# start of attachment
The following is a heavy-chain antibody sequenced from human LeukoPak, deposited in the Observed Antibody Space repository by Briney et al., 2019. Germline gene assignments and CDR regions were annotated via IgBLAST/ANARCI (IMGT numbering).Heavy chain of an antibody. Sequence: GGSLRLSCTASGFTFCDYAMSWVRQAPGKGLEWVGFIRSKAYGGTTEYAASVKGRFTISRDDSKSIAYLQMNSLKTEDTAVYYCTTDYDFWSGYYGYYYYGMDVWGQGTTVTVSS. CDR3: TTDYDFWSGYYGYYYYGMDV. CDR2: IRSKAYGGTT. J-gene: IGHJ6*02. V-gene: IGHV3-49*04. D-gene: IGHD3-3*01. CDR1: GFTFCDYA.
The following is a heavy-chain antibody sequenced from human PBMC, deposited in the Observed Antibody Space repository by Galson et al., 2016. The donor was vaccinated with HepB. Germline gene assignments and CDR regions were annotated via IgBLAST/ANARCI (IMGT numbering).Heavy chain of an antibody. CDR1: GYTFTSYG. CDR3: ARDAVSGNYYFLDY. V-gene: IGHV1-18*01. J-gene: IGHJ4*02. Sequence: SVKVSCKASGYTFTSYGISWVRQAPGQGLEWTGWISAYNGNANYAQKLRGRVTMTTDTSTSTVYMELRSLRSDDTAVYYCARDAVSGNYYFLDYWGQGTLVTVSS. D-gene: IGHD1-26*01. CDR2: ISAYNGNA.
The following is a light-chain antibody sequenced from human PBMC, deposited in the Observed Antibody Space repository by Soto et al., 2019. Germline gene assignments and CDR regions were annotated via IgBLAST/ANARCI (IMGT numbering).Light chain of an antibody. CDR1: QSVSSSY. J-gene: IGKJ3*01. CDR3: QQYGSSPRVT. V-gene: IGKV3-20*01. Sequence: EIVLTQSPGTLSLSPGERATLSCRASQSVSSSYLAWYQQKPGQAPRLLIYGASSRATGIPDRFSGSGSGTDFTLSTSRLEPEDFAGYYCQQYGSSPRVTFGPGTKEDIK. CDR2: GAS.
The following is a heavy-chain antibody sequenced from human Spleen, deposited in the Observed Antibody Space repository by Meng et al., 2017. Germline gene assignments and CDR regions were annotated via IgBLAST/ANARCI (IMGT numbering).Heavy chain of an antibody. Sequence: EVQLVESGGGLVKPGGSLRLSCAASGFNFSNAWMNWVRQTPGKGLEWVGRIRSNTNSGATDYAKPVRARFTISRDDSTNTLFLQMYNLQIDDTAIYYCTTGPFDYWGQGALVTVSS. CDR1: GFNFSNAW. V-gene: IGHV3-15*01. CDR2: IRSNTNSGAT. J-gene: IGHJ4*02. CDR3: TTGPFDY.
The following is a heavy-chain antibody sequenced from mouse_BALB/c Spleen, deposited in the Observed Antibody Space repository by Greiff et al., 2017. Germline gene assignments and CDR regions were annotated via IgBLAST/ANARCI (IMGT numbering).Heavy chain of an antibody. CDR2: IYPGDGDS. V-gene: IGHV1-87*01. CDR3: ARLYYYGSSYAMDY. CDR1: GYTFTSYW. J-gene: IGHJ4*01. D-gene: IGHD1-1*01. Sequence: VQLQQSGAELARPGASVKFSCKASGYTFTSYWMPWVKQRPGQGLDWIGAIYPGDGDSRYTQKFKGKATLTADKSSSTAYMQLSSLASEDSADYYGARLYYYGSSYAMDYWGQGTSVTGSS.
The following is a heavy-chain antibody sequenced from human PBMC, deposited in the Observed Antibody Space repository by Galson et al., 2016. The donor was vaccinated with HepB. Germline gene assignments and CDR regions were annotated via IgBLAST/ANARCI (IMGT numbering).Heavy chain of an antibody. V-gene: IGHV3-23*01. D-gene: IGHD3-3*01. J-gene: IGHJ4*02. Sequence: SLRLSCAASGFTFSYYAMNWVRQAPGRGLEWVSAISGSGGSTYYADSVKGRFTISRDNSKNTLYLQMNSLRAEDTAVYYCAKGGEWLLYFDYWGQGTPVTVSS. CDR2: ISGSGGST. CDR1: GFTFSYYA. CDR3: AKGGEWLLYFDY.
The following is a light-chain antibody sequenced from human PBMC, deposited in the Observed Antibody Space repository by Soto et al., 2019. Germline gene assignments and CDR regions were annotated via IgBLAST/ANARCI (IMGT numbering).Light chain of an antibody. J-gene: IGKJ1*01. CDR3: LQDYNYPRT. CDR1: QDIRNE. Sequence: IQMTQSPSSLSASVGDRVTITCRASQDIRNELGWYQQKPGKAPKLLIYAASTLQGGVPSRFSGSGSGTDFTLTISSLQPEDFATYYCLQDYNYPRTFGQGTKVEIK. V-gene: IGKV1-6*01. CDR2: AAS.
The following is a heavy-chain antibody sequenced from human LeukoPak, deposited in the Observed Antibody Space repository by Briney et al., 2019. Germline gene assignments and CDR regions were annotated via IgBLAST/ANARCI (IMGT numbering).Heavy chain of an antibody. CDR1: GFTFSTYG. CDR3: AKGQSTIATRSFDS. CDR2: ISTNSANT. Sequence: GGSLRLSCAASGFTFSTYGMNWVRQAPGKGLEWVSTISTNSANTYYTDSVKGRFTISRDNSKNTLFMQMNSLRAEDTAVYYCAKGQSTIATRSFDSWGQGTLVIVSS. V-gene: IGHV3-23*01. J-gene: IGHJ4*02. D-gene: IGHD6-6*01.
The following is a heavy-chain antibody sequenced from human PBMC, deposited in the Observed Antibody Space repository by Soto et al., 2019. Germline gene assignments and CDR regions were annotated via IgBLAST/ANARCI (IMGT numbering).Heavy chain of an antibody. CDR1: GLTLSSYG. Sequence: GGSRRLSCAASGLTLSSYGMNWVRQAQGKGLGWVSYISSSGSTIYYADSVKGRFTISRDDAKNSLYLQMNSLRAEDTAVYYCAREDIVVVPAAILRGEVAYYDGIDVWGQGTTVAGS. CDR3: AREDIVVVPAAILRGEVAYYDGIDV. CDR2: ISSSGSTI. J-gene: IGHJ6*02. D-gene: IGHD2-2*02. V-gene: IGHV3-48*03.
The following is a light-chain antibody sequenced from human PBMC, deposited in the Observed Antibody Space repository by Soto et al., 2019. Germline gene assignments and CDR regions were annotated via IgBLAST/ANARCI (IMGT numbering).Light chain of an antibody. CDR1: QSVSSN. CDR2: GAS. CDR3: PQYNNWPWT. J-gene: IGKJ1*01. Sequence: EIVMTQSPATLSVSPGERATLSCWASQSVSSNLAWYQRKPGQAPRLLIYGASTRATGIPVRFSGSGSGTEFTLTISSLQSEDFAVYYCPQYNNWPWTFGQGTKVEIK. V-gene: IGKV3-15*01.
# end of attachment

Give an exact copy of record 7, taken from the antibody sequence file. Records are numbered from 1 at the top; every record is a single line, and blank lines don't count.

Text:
The following is a light-chain antibody sequenced from human PBMC, deposited in the Observed Antibody Space repository by Soto et al., 2019. Germline gene assignments and CDR regions were annotated via IgBLAST/ANARCI (IMGT numbering).Light chain of an antibody. J-gene: IGKJ1*01. CDR3: LQDYNYPRT. CDR1: QDIRNE. Sequence: IQMTQSPSSLSASVGDRVTITCRASQDIRNELGWYQQKPGKAPKLLIYAASTLQGGVPSRFSGSGSGTDFTLTISSLQPEDFATYYCLQDYNYPRTFGQGTKVEIK. V-gene: IGKV1-6*01. CDR2: AAS.